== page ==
LEVY: I do the organizing of all the Chemical Education symposia for the ACS national meetings twice a year. Typically I’m working on three meetings at a time — final planning for the next meeting, lots of work getting everything in place for the meeting about one year out and pre-planning for the third meeting out. Each meeting lasts for five days with (usually) four concurrent sessions running all day each day. In addition we host a large number of undergraduate student posters. In the fall meetings we typically have about 1,800 authors presenting about 1,200 unique papers. In the spring we have about 2,700 authors presenting about 1,800 papers. At the most recent spring meeting (San Diego this past March) there were seven Gordon College students and all of our faculty in attendance.

Faculty Central: Sounds busy but exciting.

Levy: It is! I work as a member of the Executive Committee of the Division of Chemical Education, working with the division chair and with the meeting co-chairs for the national meetings, as well as with symposium organizers, and even individual authors (at times). I’m also the liaison between the organizers and the ACS national office staff who actually produce the meeting, coordinating details down to catering. So I get to have some of the big ideas about our meetings but I also spend a lot of time attending to hundreds of little details for each meeting. Our portion of the meeting is one of the larger ones but the entire meeting is massive. A typical national meeting draws 10,000 – 20,000 attendance for one or more days of the meeting.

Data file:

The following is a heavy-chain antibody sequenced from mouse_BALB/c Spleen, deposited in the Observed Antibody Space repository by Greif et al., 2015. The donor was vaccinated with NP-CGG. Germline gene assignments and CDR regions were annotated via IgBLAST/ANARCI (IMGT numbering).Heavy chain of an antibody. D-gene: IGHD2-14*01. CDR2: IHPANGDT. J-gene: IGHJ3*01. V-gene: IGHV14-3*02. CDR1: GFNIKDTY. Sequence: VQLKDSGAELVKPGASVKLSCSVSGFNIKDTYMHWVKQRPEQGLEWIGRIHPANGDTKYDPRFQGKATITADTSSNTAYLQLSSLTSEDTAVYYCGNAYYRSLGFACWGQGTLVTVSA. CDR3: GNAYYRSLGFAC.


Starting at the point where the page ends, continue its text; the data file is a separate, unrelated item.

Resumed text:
Faculty Central: What can you tell us about the upcoming meetings? Continue reading

Summer Scholar: Conflict, Truth and Reconciliation

Editor’s note: This is part of a series of stories exploring what Gordon professors are up to in between semesters.

Conflict doesn’t have to mean bad news. In fact, according to Judith Olesonassistant professor in sociology and social work, it can be transformative. As part of the curriculum development track of the International Social Work (ISW) conference June 14-16 in Minneapolis, MN, Oleson will present a workshop entitled, “Conflict as a Transformative Process: Preparing Social Work Students for the Reality of Local and Global Contexts.” The talk sprang out of two new courses she recently developed for Gordon’s minor in Peace and Conflict Studies, “Peacemaking: Personal, Social, Global” and “Conflict Transformation and Reconciliation.”

Oleson is also conducting research in reconciliation processes between indigenous and non-indigenous groups in Australia, Canada and the U.S., and so after the ISW conference, she will drive north to participate in the National Gathering of the Canadian Truth and Reconciliation Commission in Suskatoon, Canada, June 21-24.  The event is to honor the First Nation survivors of the residential schools, operated throughout Canada through government and church partnerships.  In addition to interviewing Canadians engaged in the reconciliation process for her research, Oleson will help facilitate survivor groups and provide individual support to those giving testimony. The following is part of her abstract for the ISW conference: